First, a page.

Worship, in its many diverse forms and functions, may certainly take place in a garden or most anywhere in the out-of-doors. In today's world, gathering with others in a garden environment provides not only a calming and refreshing setting but also a deeply memorable worship experience.



The liturgies developed in this text are meant to provide a basic means of inspiration for the planning and conduct of vibrant and meaningful worship experiences in an outdoor environment, especially in a garden setting. Experience has shown that a sense of peace and contentment is easily attained in an intimate, comfortable garden setting, thereby allowing participants to focus on the liturgy and, therefore, be more receptive to the Spirit of God moving in surprising ways.

Christian fellowship will surely be heightened dramatically as people share in the visible drama of God's creation around them. Such alternative settings present worship in new and life-giving ways. In fact, liturgical experiences in the garden may also foster a deeper sense of community while, at the same time, facilitating the creation of a bridge between many different faith traditions. In a garden, the focus is principally on God as the One we worship, devoid of the many trappings of denominationalism and sectarianism, elements which may, at times, detract from true worship.

In essence, the materials presented are the primary or keystone elements of the worship service. The liturgies herein are meant to give meaning to the overall service while highlighting the outdoor experience for those who journey in faith and share in the rituals of faith. While in certain instances the materials set forth constitute a complete worship service, others may need to be woven into a more complete worship liturgy.

There exists in the life of the church numerous opportunities to experience and participate in worship in an outdoor setting. From small-group gatherings designed for a particular purpose to the participation of an entire congregation, outdoor worship uniquely adds to the fellowship and intimacy of the faith experience. Some of the most memorable faith experiences occur outside the traditional church structure, a reminder that Christ is present at all times and in all places. In the garden setting, we are immersed in the knowledge that all creation is the work of God and, as such, all creation is to be regarded as sacred.



An outdoor setting—especially within the confines of a garden—is a most appropriate venue to worship God and experience the fellowship shared by companions on the journey of faith. The garden setting is especially conducive to those worship services that function to proclaim the creative powers of God.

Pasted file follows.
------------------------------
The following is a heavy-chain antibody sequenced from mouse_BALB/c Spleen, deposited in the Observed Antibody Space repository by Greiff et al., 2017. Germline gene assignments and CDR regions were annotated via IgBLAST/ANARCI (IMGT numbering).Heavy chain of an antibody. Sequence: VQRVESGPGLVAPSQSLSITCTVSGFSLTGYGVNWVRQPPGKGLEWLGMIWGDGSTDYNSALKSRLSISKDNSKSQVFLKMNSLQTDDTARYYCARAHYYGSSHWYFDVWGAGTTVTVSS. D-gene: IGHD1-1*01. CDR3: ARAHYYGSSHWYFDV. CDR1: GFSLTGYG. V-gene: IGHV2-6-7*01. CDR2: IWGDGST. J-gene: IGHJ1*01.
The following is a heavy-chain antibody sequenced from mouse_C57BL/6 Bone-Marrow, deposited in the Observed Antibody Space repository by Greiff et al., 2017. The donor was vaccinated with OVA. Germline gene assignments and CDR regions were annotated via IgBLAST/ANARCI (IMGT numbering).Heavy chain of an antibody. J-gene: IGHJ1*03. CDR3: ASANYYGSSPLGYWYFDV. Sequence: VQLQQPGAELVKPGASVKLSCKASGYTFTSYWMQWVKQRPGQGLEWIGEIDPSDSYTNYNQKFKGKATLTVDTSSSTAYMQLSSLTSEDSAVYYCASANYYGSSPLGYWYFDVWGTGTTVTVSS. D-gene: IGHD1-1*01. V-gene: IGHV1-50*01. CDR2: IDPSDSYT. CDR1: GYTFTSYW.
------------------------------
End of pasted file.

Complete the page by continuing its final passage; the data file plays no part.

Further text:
God is both proclaimed and honored as Creator.


Good morning! Welcome to our service of worship and celebration this morning. We gather this day to honor and proclaim God as Creator. In the fellowship of Christ Jesus and one another, surrounded by the beauty of this garden, we seek God's blessing for all of creation. In the dynamic act of creation, God makes, separates, gathers, blesses, sees, and rests. As we have done in times past, let us now worship God, our Creator.


We gather this day, in this garden, to express gratitude for the dramatic beauty of God's creation.

Through God's blessings all things were created in heaven and on earth.

The whole of creation describes God's glory.

A tapestry of sight and sound that embraces us when we open ourselves to God's presence.

The Lord reigns, let the earth be glad.

Let all of creation resound with truth and beauty to the ends of the ages.


Gracious God, creator of the heavens and the earth, we marvel at the beauty of your works. In the beginning, you formed all humanity from the dust of the ground and shared with us the breath of life. You set us in a garden of paradise and called us to be faithful stewards of your creation.

Yet, like Adam and Eve, we have hidden from you, attempting to conceal our faults and failures. Not only have we rebelled against you but we have also failed in our responsibility as stewards, taking advantage of resources and gifts you share with us.

Through this simple act of worship, O Creator, help us each to reaffirm our commitment for the care of your holy creation. Empower us for acts of stewardship and renewal that your glory may be manifest in our acts of service and compassion. In Jesus' name we pray. Amen.


Light, Dark and God's Spirit

Genesis 1:1-5 (THE MESSAGE)

A reading from Genesis, chapter 1, verses 1 through 5. Hear now the creative word of God.

First this: God created the Heavens and Earth—all you see, all you don't see. Earth was a soup of nothingness, a bottomless emptiness, an inky blackness. God's Spirit brooded like a bird above the watery abyss.

God spoke: "Light!"
And light appeared.
God saw that light was good
and separated light from dark.
God named the light Day,
he named the dark Night.
It was evening, it was morning—
Day One.